Seems like a lot of people like to make predictions this time of year. I tend not to because I’m not that good at it. But I think I have some ideas so I’m going to try.
More states allow CS to count for graduation. The momentum is there. CS Ed Week is helping to bring attention. The bad news is that allowing it to count doesn’t automatically translate to more schools offering it.
Python continues to grow in popularity. Ok that is probably an easy one. The trend has been that way for a while. It’s not going to change the AP CS A language yet though. Will it be the big language for AP CS Principles? Maybe.
AP CS Principles gets real for a lot more people. It is now an official course starting in 2016. The way things work is that a school that wants to offer it that year needs to get started this year so it can be in the program of studies next winter. This means a lot of demand for professional development as well as a lot of soul searching for teachers. Add AP CS Principles or replace AP CS A with it? I think most schools with APCS A will ignore AP CS Principles but a many schools that don’t offer AP CS A will add AP CS Principles. What will your school do?
Debate on the right languages for AP CS Principles will get heated. A lot of people have been using Snap! while others have been using Python and that is just the start of the options. What will most people choose? I don’t think anyone knows but I have to wonder how many teachers are ready to learn a new language for the new course. I see a Tower of Babel selection in the early years of the exam.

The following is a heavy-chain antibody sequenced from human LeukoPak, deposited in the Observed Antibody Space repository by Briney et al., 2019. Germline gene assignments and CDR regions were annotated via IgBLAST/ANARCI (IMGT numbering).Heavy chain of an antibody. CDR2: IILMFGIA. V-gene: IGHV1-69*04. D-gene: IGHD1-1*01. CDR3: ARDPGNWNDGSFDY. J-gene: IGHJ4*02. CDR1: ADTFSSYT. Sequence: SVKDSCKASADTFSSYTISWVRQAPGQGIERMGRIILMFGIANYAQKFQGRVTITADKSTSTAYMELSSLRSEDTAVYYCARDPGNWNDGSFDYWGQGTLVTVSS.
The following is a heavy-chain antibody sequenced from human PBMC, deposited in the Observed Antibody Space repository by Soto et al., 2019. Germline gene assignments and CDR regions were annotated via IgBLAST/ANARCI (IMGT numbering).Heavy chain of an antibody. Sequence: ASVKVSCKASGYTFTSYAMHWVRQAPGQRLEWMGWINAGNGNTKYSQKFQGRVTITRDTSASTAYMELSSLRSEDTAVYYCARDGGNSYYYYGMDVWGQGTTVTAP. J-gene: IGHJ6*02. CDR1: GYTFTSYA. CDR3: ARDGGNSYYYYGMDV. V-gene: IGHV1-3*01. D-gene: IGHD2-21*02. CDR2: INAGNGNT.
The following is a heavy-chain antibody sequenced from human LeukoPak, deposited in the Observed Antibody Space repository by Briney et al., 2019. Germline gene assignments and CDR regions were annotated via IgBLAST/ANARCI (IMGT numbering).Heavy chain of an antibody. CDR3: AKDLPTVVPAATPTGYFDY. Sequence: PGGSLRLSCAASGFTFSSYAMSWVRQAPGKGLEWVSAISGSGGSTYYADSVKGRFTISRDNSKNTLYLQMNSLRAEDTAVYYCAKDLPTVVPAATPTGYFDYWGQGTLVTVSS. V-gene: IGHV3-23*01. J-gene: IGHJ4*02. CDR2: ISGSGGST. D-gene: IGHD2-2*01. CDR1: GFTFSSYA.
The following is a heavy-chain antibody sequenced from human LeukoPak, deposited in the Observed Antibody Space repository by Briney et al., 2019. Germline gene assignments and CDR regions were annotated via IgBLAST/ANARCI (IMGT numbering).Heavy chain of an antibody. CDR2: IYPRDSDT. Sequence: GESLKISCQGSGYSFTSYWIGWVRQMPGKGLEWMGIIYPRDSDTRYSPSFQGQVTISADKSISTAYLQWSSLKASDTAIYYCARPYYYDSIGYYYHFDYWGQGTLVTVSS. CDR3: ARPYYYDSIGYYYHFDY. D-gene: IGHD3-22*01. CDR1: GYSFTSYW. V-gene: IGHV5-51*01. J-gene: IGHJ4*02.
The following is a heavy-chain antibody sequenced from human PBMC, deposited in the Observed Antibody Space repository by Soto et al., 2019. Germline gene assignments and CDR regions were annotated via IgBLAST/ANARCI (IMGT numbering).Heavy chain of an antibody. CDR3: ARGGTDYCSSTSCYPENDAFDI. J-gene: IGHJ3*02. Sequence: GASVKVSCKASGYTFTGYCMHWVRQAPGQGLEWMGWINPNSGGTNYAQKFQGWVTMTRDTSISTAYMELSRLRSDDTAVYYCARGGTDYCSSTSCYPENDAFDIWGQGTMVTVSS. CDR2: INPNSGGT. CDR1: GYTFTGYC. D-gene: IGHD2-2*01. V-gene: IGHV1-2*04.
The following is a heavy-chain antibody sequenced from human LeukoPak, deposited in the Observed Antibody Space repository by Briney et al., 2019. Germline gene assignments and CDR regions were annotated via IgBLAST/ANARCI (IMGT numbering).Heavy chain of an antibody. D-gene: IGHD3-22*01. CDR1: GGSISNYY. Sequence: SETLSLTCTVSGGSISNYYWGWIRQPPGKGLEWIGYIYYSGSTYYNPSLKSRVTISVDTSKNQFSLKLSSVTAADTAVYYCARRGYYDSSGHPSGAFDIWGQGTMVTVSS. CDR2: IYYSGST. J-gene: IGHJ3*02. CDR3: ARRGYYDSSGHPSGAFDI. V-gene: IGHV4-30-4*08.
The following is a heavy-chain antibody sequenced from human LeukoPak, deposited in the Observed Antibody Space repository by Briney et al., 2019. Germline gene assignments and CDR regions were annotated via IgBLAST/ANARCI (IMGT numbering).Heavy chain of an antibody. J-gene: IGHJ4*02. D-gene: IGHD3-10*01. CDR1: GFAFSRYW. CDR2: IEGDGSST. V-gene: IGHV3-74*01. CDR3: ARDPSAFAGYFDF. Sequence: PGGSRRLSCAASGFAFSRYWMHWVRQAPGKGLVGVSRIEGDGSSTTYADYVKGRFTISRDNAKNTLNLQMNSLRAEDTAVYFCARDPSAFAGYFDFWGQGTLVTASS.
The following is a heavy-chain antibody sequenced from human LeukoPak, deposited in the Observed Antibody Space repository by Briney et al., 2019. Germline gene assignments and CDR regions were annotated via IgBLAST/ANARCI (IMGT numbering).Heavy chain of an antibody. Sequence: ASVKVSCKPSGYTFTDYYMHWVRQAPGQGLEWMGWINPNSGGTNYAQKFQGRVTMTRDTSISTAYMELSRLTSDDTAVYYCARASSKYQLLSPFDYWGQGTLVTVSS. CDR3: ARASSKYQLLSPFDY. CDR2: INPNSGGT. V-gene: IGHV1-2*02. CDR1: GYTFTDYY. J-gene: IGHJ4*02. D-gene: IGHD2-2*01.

Chromebooks for 1 to 1 computing become a big problem for CS education. This is the year of the Chromebook as more and more schools see it as the silver bullet computing device. They love the price and the tech support people love that students can’t do serious things that make their life harder. It’s not a great platform for teaching computer science though. None of the currently popular IDEs run on it. Chromebooks may be the single greatest threat to expanding CS education we face in 2015. of course in 2016 the next big thing becomes popular and I have no idea what that will be.
What do you think? All wrong? Some right? What do you see happening? I almost can’t wait until next January to see how I did.
Note: Mike Zamansky responds to my predictions with his own post at CS Ed Predictions 2015. Laura Blankenship replies on her blog as well. Garth Flint responds in the comments here. Don't miss the replies. Conversation is helpful to everyone.